Usually in December I would expect to see icicles on the ledges up here, but not this year. Not yet. You can see how the stone is wet from groundwater though so as soon as it gets cold enough, they’ll be there.

My camera wanted to focus on the tiny hemlock needles it saw rather than the comparatively huge barred owl that sat behind them so this isn’t a very good shot of the bird, but it does show that they are up here. I watched it fly silently through the forest and land on that tree but when I bent to fiddle with my camera settings, off it went.

I tried to do the Limbo under this hemlock that had fallen across the trail but I failed miserably so I just went around it on the way back.

I couldn’t shoot the view to the left because that was where the bright sunshine was, and the view to the right is blocked by trees, so this is it.

I went to see how the toadskin lichens were doing. Some were pea green and happy but most were not.

Considering all the rain we’d had the day before I thought all the lichens would be at their best but many had already gone from green to brown and even more were already ash gray. This told me that these lichens don’t even stay moist for 24 hours after a rain, and that’s amazing.

There are blueberry bushes up here, and also wasps. Blueberry stem gall forms when a shiny black wasp called Hemadas nubilipennis damages a bud while laying her eggs on a tender shoot. The plant responds to the damage by growing a kidney shaped gall around the eggs, and this is where the larvae will overwinter before emerging as adults in the spring. This example was a highbush blueberry (Vaccinium corymbosum) but this wasp isn’t choosy and will also use lowbush plants (Vaccinium angustifolium.) The galls do no real harm to the plants. I think this one was empty, because of all the exit holes.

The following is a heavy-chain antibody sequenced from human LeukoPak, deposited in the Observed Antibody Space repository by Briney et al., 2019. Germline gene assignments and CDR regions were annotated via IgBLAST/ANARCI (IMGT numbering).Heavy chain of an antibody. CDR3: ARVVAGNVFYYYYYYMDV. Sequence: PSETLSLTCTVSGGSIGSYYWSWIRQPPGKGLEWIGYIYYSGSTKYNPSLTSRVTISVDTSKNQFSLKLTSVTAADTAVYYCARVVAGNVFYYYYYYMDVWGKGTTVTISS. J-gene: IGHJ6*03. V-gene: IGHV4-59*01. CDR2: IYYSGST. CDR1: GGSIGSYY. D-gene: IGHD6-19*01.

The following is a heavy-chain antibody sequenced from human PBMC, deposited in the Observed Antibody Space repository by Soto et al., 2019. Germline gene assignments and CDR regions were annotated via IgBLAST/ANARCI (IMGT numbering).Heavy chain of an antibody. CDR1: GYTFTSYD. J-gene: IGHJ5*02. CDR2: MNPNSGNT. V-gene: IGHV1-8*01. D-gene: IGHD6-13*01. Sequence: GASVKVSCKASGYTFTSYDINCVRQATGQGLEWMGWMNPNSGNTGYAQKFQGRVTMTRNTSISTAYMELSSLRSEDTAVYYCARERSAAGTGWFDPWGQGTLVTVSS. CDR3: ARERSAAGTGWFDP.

I was kneeling down getting a shot of a face on a log when a father and his little boy came along. The boy asked me if I was chopping the log and I told him no, I was looking at the face on it. He couldn’t have been more than four or five and when I said “see the face?” his eyes got wide and his mouth dropped open, and I’m afraid that it might have scared him. He didn’t say anything about the face but he told me he and his dad were going to Tippin Rock. I said I had just come from there and told him to have fun, and we went our separate ways. I hope the little guy doesn’t have bad dreams about the face on the log. It reminded me of the painting “The Scream” by Edvard Munch. An interesting though disturbing side note about that painting was how Edvard Munch said he had sensed an “infinite scream passing through nature,” and that’s why he painted it.

Anyhow, I wished I had been kneeling by Mister Smiley Face when the boy came along. He couldn’t scare anybody.

Once you really commence to see things, then you really commence to feel things. ~Edward Steichen

Thanks for stopping in.